Thought Leader: A Q&A with Steve Rauschkolb

New Training Wheels
Nov 01, 2005
By Pharmaceutical Executive Editors

Steve Rauschkolb
Whoever says change is good clearly understands the direction in which pharma sales are evolving. With new guidelines pressuring companies to demonstrate superior value, and an environment that will tolerate little else, pharma firms are looking toward innovation and technology to create better training methods—this is particularly important as the sales force changes size and shape. Virtual classrooms and more focused attention to sales reps are just some of the strategies companies are now applying to training departments.

As president of the Society of Pharmaceutical and Biotech Trainers (SPBT), Steven Rauschkolb is practical in his approach and realistic in his views about concentrating on training veteran reps and getting upper management support early on. Rauschkolb maintains core values are still important in pharma training—targeting, product knowledge, and selling skills—but stresses that if firms want to get ahead of the game, change is important.

Pharm Exec: With the new sales structures, where is the biggest area of change for trainers?

Rauschkolb: The most important result of the changing sales structure for pharma firms is a reduction in the amount of training resources that are available to them; it could mean the reduction in manpower or the amount of time departments have to train people. It is also going to mean rethinking the structure of the training department to support the new field alignments.

Technical Support
Where training takes place will also change. Does it take place in the home or regional office, or is it Web- or self-based? This is an important issue, because if there is a reduction in resources, the training departments are going to have to be much more creative about how they get the training out to people.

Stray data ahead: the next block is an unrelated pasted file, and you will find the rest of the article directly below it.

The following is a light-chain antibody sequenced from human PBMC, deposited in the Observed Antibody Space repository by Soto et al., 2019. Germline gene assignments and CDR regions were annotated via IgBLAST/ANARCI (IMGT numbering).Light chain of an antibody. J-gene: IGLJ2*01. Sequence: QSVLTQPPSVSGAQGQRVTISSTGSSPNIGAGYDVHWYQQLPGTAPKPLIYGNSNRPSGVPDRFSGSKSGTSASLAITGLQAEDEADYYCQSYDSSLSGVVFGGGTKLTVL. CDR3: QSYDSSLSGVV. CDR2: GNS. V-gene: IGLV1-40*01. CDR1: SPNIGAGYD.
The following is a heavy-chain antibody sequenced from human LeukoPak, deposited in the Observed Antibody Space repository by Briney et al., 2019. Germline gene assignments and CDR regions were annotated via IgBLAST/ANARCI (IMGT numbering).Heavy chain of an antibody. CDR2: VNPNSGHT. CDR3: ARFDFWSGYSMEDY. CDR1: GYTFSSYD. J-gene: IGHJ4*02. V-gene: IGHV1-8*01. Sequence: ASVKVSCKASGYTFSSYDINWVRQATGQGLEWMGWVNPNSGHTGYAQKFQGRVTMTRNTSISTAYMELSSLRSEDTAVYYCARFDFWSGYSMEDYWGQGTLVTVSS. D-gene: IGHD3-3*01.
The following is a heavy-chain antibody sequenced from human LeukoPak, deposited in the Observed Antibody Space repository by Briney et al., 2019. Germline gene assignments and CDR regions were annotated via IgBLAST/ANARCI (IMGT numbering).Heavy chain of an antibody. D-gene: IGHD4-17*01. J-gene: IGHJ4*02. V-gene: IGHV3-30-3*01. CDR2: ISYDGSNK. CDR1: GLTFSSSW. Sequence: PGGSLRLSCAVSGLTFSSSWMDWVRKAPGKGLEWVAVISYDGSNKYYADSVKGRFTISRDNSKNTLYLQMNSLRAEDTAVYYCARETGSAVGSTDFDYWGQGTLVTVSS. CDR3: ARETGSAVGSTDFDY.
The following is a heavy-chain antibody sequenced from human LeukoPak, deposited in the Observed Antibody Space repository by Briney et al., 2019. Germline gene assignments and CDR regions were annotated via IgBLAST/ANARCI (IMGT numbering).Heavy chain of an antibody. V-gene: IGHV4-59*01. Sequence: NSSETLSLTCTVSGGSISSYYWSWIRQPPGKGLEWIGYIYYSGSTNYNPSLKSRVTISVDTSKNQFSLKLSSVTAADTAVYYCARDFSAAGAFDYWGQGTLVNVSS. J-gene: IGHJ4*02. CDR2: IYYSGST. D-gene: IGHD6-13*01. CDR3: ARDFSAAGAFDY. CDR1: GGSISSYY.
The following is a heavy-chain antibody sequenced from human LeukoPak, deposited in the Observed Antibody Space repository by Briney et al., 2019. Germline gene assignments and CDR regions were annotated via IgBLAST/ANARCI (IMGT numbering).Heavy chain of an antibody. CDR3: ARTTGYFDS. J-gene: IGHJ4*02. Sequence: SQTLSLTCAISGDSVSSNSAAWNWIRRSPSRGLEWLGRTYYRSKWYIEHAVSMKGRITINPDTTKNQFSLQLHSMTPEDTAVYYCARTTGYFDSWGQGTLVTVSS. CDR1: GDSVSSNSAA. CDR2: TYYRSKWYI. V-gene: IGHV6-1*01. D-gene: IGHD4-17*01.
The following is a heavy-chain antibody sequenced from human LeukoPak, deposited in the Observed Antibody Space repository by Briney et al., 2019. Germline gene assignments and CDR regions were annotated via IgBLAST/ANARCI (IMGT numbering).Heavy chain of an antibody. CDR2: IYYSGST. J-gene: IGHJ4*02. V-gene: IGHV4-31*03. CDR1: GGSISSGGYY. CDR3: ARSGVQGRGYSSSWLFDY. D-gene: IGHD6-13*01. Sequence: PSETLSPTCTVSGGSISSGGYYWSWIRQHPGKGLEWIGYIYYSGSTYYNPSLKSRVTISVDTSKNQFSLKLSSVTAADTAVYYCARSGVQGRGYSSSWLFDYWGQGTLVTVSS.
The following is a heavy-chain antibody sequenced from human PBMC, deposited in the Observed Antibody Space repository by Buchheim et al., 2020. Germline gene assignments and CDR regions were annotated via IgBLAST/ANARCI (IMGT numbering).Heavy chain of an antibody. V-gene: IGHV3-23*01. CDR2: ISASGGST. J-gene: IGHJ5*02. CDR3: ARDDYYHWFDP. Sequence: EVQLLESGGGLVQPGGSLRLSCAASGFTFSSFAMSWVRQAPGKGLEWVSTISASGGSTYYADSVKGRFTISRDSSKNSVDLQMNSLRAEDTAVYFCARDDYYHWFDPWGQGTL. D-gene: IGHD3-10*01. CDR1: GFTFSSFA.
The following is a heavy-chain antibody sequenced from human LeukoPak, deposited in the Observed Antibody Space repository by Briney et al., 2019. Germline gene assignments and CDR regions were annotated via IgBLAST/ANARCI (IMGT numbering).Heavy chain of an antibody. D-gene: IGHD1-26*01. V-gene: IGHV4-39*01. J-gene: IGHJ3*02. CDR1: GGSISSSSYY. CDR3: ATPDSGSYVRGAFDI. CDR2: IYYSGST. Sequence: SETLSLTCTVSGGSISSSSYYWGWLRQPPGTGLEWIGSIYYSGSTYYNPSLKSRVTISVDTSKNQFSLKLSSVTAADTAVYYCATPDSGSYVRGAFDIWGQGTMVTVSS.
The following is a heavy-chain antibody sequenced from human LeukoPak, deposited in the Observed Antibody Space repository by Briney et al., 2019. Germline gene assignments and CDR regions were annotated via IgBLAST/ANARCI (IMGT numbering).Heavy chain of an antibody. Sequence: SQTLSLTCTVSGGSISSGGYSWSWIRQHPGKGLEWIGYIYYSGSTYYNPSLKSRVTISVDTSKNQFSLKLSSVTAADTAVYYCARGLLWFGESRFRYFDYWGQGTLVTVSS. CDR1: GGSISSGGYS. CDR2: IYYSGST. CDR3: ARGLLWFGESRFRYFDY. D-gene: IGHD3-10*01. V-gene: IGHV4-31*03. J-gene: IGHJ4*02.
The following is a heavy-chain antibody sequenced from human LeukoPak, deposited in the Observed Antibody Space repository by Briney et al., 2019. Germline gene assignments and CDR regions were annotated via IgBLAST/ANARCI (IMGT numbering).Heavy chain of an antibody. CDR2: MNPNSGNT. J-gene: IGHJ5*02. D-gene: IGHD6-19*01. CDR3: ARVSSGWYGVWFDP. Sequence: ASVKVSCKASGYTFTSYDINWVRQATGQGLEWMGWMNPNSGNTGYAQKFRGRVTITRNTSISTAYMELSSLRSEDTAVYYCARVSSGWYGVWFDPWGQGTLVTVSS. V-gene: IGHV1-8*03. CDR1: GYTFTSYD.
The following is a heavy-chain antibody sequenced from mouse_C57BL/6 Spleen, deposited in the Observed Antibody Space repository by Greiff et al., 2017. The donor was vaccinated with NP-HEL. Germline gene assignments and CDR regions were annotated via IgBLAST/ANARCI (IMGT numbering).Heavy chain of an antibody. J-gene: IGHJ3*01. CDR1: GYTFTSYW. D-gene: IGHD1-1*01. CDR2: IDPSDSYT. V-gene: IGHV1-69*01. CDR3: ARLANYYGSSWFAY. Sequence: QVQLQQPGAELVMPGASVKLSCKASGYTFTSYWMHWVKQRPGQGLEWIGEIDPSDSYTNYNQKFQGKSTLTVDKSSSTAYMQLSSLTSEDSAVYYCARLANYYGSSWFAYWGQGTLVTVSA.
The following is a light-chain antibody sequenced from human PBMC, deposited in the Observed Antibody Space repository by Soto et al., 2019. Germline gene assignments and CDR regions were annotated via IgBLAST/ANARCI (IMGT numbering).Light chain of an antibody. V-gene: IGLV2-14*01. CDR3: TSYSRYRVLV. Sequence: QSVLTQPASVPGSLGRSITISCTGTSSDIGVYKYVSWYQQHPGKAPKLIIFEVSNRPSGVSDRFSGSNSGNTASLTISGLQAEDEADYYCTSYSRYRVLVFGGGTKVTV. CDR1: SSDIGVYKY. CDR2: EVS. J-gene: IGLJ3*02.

We're also beginning to see that training centers' efforts are being shifted or split. While many companies in the past focused 100 percent of their training initiatives on the training department, you may see more companies going to a field or regional trainer to supplement what the home office does, if they haven't already done that. That's important because it allows reps to remain in territories, and that's really the biggest cost component in training.

What's your advice for implementing change to training methods?

As the new sales model begins to exhibit some changes, it's important for district managers and trainers to gain upper-management support very early in the process. These are the types of changes that you can't make unilaterally, and you need to find an early adopter or opinion leader among senior management who is on your side. You have to be proactive and get a supporter that will allow you to pilot different models and different ways of implementing training.

How will pharma companies affect change to training models?

One of the methods that is changing is an increased focus on training the seasoned reps. Ten years ago, the focus of the training department was really on the new hire, but I'm seeing more and more emphasis on training the vast majority of the field force that's been selling for a longer period of time.

If you're going to make a change in the way you train or the way you sell, they're the largest group to focus on, because they're the ones that have been trained to do it differently in the past. They are using the original methods and techniques that they were trained on—where the greatest change needs to take place. When you train a new hire, they don't know any different for the most part, and they'll take what you have to tell them at face value.

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